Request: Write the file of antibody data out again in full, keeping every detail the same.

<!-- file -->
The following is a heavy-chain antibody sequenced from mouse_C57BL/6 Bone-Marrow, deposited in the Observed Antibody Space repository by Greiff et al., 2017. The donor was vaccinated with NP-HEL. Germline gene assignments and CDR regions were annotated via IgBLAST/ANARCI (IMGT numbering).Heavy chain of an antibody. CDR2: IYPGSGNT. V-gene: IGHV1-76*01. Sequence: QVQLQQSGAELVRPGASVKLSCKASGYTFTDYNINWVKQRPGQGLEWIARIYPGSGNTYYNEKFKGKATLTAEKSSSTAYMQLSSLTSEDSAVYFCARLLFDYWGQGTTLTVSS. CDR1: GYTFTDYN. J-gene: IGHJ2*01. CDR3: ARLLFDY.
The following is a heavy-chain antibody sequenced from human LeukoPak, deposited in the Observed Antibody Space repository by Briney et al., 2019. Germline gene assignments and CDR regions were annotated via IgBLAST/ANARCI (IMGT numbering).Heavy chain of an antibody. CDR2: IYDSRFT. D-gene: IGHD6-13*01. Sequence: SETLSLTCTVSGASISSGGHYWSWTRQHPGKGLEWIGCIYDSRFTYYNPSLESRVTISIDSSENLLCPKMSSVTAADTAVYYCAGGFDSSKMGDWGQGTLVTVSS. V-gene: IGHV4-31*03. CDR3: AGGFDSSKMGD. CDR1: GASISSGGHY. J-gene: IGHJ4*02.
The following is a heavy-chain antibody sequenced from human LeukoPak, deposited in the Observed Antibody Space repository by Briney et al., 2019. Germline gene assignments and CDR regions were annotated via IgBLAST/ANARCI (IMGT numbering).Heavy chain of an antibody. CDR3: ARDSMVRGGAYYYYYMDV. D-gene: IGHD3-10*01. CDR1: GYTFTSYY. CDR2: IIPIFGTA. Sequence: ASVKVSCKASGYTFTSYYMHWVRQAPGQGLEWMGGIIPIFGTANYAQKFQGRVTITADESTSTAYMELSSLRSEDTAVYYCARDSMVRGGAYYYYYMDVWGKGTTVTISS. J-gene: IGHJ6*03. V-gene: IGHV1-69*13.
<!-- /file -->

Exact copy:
The following is a heavy-chain antibody sequenced from mouse_C57BL/6 Bone-Marrow, deposited in the Observed Antibody Space repository by Greiff et al., 2017. The donor was vaccinated with NP-HEL. Germline gene assignments and CDR regions were annotated via IgBLAST/ANARCI (IMGT numbering).Heavy chain of an antibody. CDR2: IYPGSGNT. V-gene: IGHV1-76*01. Sequence: QVQLQQSGAELVRPGASVKLSCKASGYTFTDYNINWVKQRPGQGLEWIARIYPGSGNTYYNEKFKGKATLTAEKSSSTAYMQLSSLTSEDSAVYFCARLLFDYWGQGTTLTVSS. CDR1: GYTFTDYN. J-gene: IGHJ2*01. CDR3: ARLLFDY.
The following is a heavy-chain antibody sequenced from human LeukoPak, deposited in the Observed Antibody Space repository by Briney et al., 2019. Germline gene assignments and CDR regions were annotated via IgBLAST/ANARCI (IMGT numbering).Heavy chain of an antibody. CDR2: IYDSRFT. D-gene: IGHD6-13*01. Sequence: SETLSLTCTVSGASISSGGHYWSWTRQHPGKGLEWIGCIYDSRFTYYNPSLESRVTISIDSSENLLCPKMSSVTAADTAVYYCAGGFDSSKMGDWGQGTLVTVSS. V-gene: IGHV4-31*03. CDR3: AGGFDSSKMGD. CDR1: GASISSGGHY. J-gene: IGHJ4*02.
The following is a heavy-chain antibody sequenced from human LeukoPak, deposited in the Observed Antibody Space repository by Briney et al., 2019. Germline gene assignments and CDR regions were annotated via IgBLAST/ANARCI (IMGT numbering).Heavy chain of an antibody. CDR3: ARDSMVRGGAYYYYYMDV. D-gene: IGHD3-10*01. CDR1: GYTFTSYY. CDR2: IIPIFGTA. Sequence: ASVKVSCKASGYTFTSYYMHWVRQAPGQGLEWMGGIIPIFGTANYAQKFQGRVTITADESTSTAYMELSSLRSEDTAVYYCARDSMVRGGAYYYYYMDVWGKGTTVTISS. J-gene: IGHJ6*03. V-gene: IGHV1-69*13.